Coat the bottom of a medium sauté pan with olive oil, about 2 tablespoons. Heat over high flame. Remove as much moister as possible from the chickpeas by putting them in a salad spinner.
When the oil is hot, add the chickpeas to the pan and fry them for about 7 minutes, stirring occasionally, until they are golden and crispy. Turn off heat and let chickpeas cool.
In a medium bowl, add the cucumbers, green onion, cilantro and feta.
In a small bowl, whisk together the lime juice and 3 tablespoons olive oil. Add salt and pepper to taste.
When chickpeas are cool, add to the rest of the salad. Just before serving, whisk the dressing together and toss into the salad.
Preheat oven to 375 degrees F. Remove the stems from the mushrooms. Chop stems finely and mix with the onions. Heat 1 tablespoon butter and 1 tablespoon oil in a sauté pan over medium-high heat. Add mushrooms and onions until the liquid has been drawn out of the mushrooms and the onions are soft, about 7 minutes. Set aside to cool in a mixing bowl.
In the same pan, add another tablespoon of butter and stir in the panko flakes. Sauté until the flakes are lightly browned, about two minutes. Place flakes in the mixing bowl with mushrooms and onions.
In the same pan add the loose sausage (remove from casings if necessary). Cook until meat is browned, about 7 minutes. Place the meat on a cutting board and chop finely. Add to the mixing bowl.
Toss in the Parmesan, parsley and cream cheese and mix thoroughly (hands are best). Add salt and pepper.
Stuff each mushroom with a heaping amount of filling and place on a baking sheet. Top with more grated Parmesan.
Bake for about 30 minutes or until lightly browned. Serve immediately.
Since starting a full-time job a year ago, I’ve had to get creative with dinners. I have a limited amount of time before I put my son down for bed.
This evening I came home from work with absolutely no plan and a near-empty fridge. My freezer, however, was chock full of random Costco impulse buys: tamales, gyoza, hash brown patties, broccoli.
I contemplated the frozen broccoli. Why, why did I buy this? It’s never as good as fresh broccoli. It’s sort of chewy and crumbly. So I decided to get creative.
I fried up some hash brown patties, chopped up some thawed broccoli and came up with a seriously delicious side dish that’s sure to please the whole family. My husband ate five of them!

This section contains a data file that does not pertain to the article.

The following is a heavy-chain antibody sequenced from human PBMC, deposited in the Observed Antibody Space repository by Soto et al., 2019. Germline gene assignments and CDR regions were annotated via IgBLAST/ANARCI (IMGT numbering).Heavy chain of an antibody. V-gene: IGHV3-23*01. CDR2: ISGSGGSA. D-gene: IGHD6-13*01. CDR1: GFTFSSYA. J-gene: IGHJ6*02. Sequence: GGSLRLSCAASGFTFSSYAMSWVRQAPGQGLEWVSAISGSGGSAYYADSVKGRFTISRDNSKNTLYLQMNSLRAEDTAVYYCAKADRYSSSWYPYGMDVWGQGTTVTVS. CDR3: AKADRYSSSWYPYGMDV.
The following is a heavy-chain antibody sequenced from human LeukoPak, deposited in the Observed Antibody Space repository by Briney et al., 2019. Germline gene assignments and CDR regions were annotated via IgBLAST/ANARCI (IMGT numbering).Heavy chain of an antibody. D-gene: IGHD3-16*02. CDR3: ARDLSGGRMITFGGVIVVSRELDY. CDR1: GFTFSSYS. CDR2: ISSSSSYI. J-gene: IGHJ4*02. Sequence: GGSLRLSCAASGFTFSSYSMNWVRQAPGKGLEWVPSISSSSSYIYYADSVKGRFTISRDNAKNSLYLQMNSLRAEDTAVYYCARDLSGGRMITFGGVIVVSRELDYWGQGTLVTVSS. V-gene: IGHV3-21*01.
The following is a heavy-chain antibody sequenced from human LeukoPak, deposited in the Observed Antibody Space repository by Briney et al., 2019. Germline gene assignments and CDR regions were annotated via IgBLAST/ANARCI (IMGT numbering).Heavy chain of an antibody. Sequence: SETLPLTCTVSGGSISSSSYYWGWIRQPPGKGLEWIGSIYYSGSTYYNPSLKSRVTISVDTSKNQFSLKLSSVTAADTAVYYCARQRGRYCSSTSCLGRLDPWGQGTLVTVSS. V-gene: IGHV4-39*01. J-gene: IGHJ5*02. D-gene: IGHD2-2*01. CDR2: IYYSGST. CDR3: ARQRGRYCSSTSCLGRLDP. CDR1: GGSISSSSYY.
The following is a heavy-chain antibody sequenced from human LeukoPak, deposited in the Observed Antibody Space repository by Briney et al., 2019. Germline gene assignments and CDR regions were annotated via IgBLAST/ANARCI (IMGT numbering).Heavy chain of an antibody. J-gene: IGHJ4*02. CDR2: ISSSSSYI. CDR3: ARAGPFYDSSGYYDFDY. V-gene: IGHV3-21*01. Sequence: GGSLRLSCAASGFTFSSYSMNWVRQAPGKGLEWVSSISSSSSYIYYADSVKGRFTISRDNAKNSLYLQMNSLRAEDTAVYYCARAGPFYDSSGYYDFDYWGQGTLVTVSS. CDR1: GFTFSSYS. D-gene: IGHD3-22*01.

Baked broccoli fritters
8 oz. frozen broccoli, thawed and set to drain
1/2 onion, chopped finely
1 tablespoon butter
1 garlic clove, minced
3 frozen hash brown patties
1/4 cup bread crumbs
1/4 cup grated parmesan cheese
1/4 grated sharp cheddar
salt and pepper to taste
Preheat oven to 400 degrees F. Heat the butter in a sauté pan and cook the onions till soft and translucent, about 5 minutes. Add the garlic and sauté another 30 seconds.
Place onions and garlic in a mixing bowl to cool. Place hash brown patties in the pan and brown on both sides. Crumble up and add to the mixing bowl. Finely chop the broccoli and add to the mixing bowl.
Once all the ingredients have slightly cooled, add the egg, bread crumbs, cheeses, salt and pepper. Mix thoroughly.
Lightly grease a baking pan (I used a silpat mat instead). Form mixture into small patties. Bake 15 minutes, flip and bake another 15 minutes. Serve with sour cream.
When you grow up in Alaska you become accustomed to lackluster produce: flavorless cantaloupe, dry lemons, grey tomatoes and often unsweet corn.
At the beginning of our long weekend we had dinner up at my parents’ place and my dad served the best grilled corn I’d ever had. He’s always got a few culinary tricks up his sleeve and this recipe is no exception.
Sweet, caramelized, and just the perfect amount of char – this recipe is just what you need for your Memorial Day barbecue.
Memorial Day Recipe: How to Grill Corn on the Cob Without the Husks
Have you ever tried grilling husk-on corn on the cob? Tastes great, but what a mess you make of your grill what with all the pieces of black, burnt husk which get over everything, including the burgers or franks you’re going to grill next.